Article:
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Past Winner
2018 NSERC E.W.R. Steacie Memorial Fellowships

E.W.R. Steacie Memorial Fellowship

E.W.R. Steacie Memorial Fellowship

School of Computer Science

McGill University

When it comes to developing artificial intelligence, a central problem is teaching a machine how to make decisions and learn from the outcomes for the next time it encounters a problem. Robots and computer programs that observe and adapt to situations have the potential to transform many industries, perhaps none more than health care. Check-ups, diagnoses, even basic treatments could be administered by intelligent machines quickly and confidently, freeing up waiting rooms and hospital beds, and saving patients unnecessary trips to the doctor.

Joelle Pineau, a researcher at McGill University, is developing algorithms that enable machines to learn, plan, solve and decide in uncertain situations.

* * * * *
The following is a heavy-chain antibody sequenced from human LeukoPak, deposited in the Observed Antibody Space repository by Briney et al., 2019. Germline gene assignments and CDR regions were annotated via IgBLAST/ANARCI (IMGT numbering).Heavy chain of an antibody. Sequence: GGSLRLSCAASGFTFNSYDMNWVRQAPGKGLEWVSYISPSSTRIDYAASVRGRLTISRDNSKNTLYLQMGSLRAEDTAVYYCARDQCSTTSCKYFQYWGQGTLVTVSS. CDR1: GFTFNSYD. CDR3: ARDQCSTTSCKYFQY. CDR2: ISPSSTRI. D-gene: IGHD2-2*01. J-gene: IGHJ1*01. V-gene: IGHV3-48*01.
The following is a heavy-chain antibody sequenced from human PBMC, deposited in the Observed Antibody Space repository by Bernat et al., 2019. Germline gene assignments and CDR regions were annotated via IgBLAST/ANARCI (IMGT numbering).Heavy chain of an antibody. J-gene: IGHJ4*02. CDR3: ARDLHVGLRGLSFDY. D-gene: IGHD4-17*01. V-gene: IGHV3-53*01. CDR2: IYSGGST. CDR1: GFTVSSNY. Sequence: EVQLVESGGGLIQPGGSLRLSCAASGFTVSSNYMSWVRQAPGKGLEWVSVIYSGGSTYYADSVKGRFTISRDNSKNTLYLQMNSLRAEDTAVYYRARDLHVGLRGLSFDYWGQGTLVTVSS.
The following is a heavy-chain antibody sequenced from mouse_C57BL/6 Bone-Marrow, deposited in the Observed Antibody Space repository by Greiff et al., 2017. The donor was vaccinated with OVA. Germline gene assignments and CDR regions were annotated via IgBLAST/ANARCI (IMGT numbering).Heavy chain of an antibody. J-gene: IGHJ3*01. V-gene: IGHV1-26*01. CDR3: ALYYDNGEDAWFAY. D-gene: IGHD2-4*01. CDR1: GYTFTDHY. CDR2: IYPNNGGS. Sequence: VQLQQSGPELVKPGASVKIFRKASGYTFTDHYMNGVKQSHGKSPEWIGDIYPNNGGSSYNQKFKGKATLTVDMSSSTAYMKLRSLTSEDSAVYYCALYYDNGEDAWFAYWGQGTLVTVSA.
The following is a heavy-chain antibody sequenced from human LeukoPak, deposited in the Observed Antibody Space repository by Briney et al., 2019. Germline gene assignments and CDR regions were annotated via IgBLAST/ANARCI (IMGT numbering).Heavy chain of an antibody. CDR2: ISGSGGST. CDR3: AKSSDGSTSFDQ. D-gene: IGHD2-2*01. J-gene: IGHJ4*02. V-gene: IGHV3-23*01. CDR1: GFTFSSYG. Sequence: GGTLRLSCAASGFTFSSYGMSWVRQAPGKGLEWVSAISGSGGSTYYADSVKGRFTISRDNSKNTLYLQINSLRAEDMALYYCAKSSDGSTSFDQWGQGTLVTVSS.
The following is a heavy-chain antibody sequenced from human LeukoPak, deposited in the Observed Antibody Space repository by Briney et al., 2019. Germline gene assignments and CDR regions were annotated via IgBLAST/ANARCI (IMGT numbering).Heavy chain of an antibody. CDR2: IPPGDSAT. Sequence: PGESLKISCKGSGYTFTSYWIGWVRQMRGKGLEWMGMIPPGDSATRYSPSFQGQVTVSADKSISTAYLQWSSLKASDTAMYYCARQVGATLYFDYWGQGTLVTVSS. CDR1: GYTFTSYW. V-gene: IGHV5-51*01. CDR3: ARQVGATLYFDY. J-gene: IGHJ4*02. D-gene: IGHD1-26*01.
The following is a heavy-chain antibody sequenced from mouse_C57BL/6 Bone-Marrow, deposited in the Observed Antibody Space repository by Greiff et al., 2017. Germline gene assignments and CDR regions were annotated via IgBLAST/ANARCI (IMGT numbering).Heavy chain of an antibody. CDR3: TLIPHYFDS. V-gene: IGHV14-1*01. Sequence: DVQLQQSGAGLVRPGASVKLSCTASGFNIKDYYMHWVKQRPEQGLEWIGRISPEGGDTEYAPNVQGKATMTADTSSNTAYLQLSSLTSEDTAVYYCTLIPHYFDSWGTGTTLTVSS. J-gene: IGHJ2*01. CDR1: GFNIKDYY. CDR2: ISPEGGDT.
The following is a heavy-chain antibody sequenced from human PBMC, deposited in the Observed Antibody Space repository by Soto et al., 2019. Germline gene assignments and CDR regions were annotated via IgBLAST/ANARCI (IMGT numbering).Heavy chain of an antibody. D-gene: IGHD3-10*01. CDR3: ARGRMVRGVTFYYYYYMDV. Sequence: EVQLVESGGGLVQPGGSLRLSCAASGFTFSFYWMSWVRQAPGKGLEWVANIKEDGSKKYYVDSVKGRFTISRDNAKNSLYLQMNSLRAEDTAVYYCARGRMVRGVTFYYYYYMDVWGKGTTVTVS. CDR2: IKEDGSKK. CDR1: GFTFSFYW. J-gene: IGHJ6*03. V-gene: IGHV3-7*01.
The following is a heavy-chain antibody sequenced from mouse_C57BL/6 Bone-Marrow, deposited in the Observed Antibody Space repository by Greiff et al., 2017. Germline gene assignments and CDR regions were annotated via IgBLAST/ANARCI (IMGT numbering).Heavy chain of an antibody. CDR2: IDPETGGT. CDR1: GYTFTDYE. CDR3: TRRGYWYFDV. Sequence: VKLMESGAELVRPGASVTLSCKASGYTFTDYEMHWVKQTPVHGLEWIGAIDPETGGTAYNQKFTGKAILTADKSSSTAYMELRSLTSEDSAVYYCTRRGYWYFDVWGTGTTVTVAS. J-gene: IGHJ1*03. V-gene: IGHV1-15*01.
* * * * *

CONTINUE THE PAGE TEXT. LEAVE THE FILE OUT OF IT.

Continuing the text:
Pineau uses a mathematical framework called reinforcement learning (RL), in which an artificial intelligence (AI) agent can explore and interact with its environment, receiving a positive signal when it performs a good action. This encourages the agent to choose positive actions more frequently and become more adept at its functions as it learns. Pineau is applying RL to challenges in health care to develop innovative strategies for personalized treatments. She and her team have already developed a real-time adaptation of neurostimulation to treat epilepsy. They also analyzed data from clinical studies to evaluate strategies for drug treatment for depression and schizophrenia.

Now, Pineau and her team are turning their focus to developing personalized medicine. Using the huge amounts of data available about cancer and heart disease, they are developing a computational RL framework, combined with deep learning methods, that will extract information from a variety of data, including medical charts, X-ray images, lab reports and clinical notes, and discover new, effective treatment strategies. The goal is for an AI agent to be able to capture a patient's state of health, and be able to plot a course of action to treat and assist. This has the potential to profoundly impact how medical treatments are discovered and deployed, and pushes us closer to a higher quality of health care tailored to the individual.

Joelle Pineau
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